|Florida||Amendment 4||Ballot initiative process||Negative||Requires ballot initiatives to win (at least 60%) voter support in two consecutive general elections instead of one|
|Florida||Amendment 3||Electoral system reform||Negative||Adopts a top-two primary (aka two-round system) in state-level races|
|Florida||Amendment 1||Noncitizen voting||Negative||Bans noncitizens from voting in local elections by requiring citizenship for voting|
|Iowa||Constitutional Convention||Constitutional convention||Neutral||Decides whether to call a state constitutional convention|
|Massachusetts||Question 2||Electoral system reform||Positive||Adopts instant-runoff voting (aka ranked-choice) in congressional, state, and countywide elections|
|Mississippi||Measure 2||Electoral system reform||Positive||Repeals Jim Crow-era “electoral college” law in statewide elections and replaces it with provision for a separate runoff election if no candidate wins a majority|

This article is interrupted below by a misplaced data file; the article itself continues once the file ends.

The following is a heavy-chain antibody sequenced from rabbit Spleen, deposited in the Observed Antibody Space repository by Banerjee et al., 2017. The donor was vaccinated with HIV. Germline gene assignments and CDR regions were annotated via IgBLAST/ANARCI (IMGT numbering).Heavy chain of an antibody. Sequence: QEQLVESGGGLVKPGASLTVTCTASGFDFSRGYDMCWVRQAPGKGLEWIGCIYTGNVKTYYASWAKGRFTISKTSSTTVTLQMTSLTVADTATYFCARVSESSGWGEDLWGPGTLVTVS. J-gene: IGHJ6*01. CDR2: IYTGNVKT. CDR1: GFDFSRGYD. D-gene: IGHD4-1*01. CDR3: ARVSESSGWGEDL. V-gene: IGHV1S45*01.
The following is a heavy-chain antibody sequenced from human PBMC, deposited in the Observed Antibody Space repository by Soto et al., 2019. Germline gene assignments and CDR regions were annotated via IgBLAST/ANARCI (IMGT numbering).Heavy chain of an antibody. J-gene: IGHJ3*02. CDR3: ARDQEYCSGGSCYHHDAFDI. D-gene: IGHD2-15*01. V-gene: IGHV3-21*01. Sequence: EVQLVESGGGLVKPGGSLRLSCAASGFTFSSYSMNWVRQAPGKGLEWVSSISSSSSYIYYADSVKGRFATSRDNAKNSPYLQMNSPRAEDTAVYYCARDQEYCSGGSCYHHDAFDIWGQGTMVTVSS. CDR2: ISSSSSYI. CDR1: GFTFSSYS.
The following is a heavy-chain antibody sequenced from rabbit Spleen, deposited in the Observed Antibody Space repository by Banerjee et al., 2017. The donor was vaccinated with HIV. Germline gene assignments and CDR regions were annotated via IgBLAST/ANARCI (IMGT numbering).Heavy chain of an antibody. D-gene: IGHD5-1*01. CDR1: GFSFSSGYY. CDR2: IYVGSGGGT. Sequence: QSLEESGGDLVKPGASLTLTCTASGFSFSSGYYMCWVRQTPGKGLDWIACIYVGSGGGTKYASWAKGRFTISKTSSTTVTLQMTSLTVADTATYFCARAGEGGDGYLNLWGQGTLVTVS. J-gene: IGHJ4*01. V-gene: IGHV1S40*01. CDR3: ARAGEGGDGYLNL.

|Missouri||Amendment 3||Legislative redistricting||Negative||Effectively repeals a voter-approved 2018 ballot measure that made legislative redistricting treat both parties more fairly|
|Missouri||Amendment 1||Term limits||Neutral||Sets a two-term limit for statewide executive offices below the governorship, which is already subject to that limit|
|Nevada||Question 4||Right to vote||Positive||Guarantees the right to vote via certain methods|
|New Jersey||Question 3||Legislative redistricting||Negative||Postpones 2021 legislative redistricting until the 2023 election cycle if census data release is delayed to after Feb. 15, 2021|
|North Dakota||Measure 2||Ballot initiative process||Negative||Requires a ballot initiative to win voter support in two consecutive general elections instead of one if the legislature doesn’t approve it|
|Oregon||Measure 107||Campaign finance||Positive||Allows the legislature to set campaign donation limits and disclosure requirements in state and local elections|
|Virginia||Redistricting Commission Amendment||Redistricting reform||Positive||Creates a bipartisan commission to draw congressional and legislative districts|
|Oakland, CA||Measure QQ||Voting age||Positive||Lowers the voting age to 16 in school board election|
|San Francisco, CA||Proposition G||Voting age||Positive||Lowers the voting age to 16 in local elections|
|St. Louis, MO||Proposition D||Electoral system reform||Positive||Adopts approval voting primary where the top-two finishers advance to the general election for local elections|